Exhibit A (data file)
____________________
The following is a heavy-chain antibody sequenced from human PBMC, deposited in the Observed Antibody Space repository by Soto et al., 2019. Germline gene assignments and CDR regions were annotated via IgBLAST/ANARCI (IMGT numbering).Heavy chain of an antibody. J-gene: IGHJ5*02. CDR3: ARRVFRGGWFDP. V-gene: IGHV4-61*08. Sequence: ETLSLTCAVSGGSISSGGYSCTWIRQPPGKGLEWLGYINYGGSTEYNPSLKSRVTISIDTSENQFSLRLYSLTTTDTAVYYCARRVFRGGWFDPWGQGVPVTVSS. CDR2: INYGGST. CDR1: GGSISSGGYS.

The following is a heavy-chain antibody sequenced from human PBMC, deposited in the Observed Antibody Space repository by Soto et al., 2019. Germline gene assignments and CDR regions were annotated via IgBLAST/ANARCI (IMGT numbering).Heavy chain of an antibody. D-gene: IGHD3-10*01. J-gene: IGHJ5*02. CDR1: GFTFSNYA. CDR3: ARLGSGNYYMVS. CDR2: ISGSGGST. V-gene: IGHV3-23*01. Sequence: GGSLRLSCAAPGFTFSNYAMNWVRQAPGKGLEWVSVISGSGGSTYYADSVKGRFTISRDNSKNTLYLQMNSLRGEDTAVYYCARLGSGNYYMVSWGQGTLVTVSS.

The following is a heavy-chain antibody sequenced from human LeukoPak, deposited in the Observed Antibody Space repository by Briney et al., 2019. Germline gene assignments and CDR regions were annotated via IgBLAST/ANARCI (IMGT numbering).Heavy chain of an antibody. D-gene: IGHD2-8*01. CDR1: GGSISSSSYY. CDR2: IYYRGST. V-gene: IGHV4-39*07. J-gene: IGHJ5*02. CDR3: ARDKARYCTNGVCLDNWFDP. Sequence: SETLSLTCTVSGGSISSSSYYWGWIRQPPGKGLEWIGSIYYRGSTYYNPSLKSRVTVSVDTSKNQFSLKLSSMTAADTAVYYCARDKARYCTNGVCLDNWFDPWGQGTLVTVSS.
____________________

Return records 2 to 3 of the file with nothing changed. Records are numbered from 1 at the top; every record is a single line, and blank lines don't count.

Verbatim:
The following is a heavy-chain antibody sequenced from human PBMC, deposited in the Observed Antibody Space repository by Soto et al., 2019. Germline gene assignments and CDR regions were annotated via IgBLAST/ANARCI (IMGT numbering).Heavy chain of an antibody. D-gene: IGHD3-10*01. J-gene: IGHJ5*02. CDR1: GFTFSNYA. CDR3: ARLGSGNYYMVS. CDR2: ISGSGGST. V-gene: IGHV3-23*01. Sequence: GGSLRLSCAAPGFTFSNYAMNWVRQAPGKGLEWVSVISGSGGSTYYADSVKGRFTISRDNSKNTLYLQMNSLRGEDTAVYYCARLGSGNYYMVSWGQGTLVTVSS.

The following is a heavy-chain antibody sequenced from human LeukoPak, deposited in the Observed Antibody Space repository by Briney et al., 2019. Germline gene assignments and CDR regions were annotated via IgBLAST/ANARCI (IMGT numbering).Heavy chain of an antibody. D-gene: IGHD2-8*01. CDR1: GGSISSSSYY. CDR2: IYYRGST. V-gene: IGHV4-39*07. J-gene: IGHJ5*02. CDR3: ARDKARYCTNGVCLDNWFDP. Sequence: SETLSLTCTVSGGSISSSSYYWGWIRQPPGKGLEWIGSIYYRGSTYYNPSLKSRVTVSVDTSKNQFSLKLSSMTAADTAVYYCARDKARYCTNGVCLDNWFDPWGQGTLVTVSS.